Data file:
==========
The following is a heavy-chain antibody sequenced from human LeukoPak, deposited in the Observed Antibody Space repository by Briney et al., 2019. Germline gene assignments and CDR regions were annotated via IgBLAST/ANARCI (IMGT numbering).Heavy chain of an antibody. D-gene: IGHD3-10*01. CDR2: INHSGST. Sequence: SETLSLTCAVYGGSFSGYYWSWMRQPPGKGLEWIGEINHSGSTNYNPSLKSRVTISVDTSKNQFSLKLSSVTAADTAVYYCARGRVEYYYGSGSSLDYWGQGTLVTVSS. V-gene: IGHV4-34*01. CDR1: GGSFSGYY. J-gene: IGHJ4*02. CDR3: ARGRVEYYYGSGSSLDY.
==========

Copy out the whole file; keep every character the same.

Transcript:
The following is a heavy-chain antibody sequenced from human LeukoPak, deposited in the Observed Antibody Space repository by Briney et al., 2019. Germline gene assignments and CDR regions were annotated via IgBLAST/ANARCI (IMGT numbering).Heavy chain of an antibody. D-gene: IGHD3-10*01. CDR2: INHSGST. Sequence: SETLSLTCAVYGGSFSGYYWSWMRQPPGKGLEWIGEINHSGSTNYNPSLKSRVTISVDTSKNQFSLKLSSVTAADTAVYYCARGRVEYYYGSGSSLDYWGQGTLVTVSS. V-gene: IGHV4-34*01. CDR1: GGSFSGYY. J-gene: IGHJ4*02. CDR3: ARGRVEYYYGSGSSLDY.